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If you want to be president, this is how well you've had to do in Iowa

The Iowa caucus Monday probably won't tell us who will win either party's nomination. But after a crowded primary season, especially for Republicans, the caucus will help us figure out who doesn't have a serious chance.

In other words, we'll see who does really badly in Iowa — and who might not stand a chance in the rest of the election cycle.

Only one eventual presidential nominee has finished worse than third in the Iowa caucus since 1972, when it became the kickoff event to the primary season.

This data suggests that while contenders don't have to win the Iowa caucus to become the party nominee, they have historically all been among the highest-placing candidates.

Those third-place finishers had unique circumstances

Looking a bit more closely at those who finished in third or worse, you start to see that many of them were in politically unique situations — ones that allowed them a bit more wiggle room later in the political calendar.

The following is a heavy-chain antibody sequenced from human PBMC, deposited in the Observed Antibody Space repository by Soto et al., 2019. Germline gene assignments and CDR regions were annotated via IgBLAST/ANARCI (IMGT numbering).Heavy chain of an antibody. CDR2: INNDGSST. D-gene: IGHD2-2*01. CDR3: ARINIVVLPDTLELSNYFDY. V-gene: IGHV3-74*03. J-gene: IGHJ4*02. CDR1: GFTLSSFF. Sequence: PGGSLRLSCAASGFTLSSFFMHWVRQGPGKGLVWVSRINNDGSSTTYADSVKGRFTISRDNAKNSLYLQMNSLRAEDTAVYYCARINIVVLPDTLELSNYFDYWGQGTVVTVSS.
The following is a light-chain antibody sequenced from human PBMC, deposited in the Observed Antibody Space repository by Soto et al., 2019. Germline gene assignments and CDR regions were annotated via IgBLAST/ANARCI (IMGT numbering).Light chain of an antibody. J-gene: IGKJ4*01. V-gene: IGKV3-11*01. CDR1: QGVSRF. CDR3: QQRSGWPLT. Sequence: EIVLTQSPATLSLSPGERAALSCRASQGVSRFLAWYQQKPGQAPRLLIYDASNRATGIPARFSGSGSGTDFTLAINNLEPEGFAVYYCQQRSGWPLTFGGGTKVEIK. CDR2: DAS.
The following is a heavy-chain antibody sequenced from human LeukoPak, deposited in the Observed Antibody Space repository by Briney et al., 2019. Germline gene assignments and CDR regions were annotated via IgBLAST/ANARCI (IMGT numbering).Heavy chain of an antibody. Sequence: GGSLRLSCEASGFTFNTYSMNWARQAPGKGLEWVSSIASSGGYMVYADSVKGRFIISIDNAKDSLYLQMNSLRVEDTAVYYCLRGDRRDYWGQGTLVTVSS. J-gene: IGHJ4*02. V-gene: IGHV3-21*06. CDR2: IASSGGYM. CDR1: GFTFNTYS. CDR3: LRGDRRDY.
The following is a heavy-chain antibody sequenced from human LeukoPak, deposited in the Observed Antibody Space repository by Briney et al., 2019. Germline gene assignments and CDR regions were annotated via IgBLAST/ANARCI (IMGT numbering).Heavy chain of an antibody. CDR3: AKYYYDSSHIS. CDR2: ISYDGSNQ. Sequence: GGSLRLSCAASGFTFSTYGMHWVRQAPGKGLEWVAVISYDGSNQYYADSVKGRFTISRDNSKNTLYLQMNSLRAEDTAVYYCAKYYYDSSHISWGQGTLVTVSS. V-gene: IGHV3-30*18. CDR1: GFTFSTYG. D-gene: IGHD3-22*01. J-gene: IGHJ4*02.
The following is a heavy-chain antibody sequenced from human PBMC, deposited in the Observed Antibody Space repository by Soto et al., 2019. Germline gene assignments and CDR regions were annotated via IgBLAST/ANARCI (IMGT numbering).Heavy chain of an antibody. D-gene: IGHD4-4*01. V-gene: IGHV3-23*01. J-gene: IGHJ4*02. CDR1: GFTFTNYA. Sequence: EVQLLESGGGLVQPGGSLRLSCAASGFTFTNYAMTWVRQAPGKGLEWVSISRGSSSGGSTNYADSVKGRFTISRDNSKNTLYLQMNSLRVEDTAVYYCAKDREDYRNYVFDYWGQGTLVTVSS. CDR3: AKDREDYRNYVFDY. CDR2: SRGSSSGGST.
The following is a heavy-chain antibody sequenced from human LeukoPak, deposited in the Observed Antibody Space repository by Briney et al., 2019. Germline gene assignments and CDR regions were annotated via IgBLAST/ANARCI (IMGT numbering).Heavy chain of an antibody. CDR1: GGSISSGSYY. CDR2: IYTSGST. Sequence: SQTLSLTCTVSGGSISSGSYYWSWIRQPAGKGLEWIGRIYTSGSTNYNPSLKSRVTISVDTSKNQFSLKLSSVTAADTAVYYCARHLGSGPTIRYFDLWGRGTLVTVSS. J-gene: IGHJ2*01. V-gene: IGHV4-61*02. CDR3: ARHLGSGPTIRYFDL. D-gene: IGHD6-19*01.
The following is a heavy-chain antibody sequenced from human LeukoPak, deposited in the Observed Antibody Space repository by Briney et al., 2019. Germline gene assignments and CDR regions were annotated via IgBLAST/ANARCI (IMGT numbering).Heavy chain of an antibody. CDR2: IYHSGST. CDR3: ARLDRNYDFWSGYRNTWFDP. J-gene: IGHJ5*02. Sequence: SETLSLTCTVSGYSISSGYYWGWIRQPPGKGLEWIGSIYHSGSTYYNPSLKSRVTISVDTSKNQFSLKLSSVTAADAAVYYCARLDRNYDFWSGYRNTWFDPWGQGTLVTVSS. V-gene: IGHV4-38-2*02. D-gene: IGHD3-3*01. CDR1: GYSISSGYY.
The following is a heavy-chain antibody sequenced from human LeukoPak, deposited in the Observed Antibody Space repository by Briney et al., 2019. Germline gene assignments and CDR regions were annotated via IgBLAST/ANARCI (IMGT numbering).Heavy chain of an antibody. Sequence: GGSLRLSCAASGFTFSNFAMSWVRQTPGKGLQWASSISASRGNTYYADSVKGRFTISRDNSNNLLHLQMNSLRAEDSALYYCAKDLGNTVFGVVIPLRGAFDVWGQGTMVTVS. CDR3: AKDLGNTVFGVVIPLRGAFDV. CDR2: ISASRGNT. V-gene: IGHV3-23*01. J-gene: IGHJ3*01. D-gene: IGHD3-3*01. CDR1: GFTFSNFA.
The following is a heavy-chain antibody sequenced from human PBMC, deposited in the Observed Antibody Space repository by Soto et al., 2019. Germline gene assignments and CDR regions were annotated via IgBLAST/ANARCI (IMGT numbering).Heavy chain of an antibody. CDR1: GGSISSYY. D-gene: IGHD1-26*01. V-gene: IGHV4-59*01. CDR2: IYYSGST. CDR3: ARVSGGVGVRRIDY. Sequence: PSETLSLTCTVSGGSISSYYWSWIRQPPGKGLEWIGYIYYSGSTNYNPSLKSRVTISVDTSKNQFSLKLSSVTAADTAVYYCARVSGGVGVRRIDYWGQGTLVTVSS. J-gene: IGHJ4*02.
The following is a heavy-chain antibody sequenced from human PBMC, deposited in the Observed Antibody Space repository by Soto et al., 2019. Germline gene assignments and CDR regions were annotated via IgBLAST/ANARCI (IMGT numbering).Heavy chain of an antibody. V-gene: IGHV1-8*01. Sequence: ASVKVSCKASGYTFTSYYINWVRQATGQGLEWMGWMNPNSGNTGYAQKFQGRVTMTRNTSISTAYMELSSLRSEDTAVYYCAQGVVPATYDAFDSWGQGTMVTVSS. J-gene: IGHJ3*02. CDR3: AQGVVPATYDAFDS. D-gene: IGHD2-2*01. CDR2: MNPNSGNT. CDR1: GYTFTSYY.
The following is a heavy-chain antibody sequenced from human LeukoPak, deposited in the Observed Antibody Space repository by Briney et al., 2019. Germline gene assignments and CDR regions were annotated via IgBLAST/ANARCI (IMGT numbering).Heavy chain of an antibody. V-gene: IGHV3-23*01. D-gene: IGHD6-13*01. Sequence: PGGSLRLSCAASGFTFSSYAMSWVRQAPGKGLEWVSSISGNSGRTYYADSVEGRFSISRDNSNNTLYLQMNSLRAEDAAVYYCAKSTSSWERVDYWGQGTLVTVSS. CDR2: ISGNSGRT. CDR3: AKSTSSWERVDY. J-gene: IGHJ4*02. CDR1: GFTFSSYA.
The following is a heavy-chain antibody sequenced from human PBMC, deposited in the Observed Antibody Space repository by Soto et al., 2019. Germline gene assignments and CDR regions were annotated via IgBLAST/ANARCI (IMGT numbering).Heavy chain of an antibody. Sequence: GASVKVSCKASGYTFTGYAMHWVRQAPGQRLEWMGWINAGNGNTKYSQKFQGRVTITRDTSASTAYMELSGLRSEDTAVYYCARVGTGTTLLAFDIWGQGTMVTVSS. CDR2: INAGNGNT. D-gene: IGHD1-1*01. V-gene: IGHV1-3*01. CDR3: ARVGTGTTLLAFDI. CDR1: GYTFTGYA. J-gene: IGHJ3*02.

• In 1988, George H.W. Bush finished third after winning the Iowa caucus in 1980. If Iowa is about figuring out who is a viable candidate, being the sitting vice president, like Bush was, gives you a nice buffer.
  • Also in 1988, Michael Dukakis finished third but still earned 22 percent of delegates, which was less than 10 points behind winner Dick Gephardt, at 31 percent.
  • In 1992, Democratic candidates didn't campaign in Iowa because longtime Sen. Tom Harkin was in the race. So Bill Clinton's third-place finish wasn't very meaningful for the rest of the primary.
  • In 2008, John McCain's fourth-place finish was acceptable, considering he didn't campaign early in Iowa. Mike Huckabee did get a lift from his victory, especially since he didn't spend nearly as much as second-place finisher Mitt Romney.

So in short, if you finish third, it has to be a respectably close finish — or there better be a good reason.

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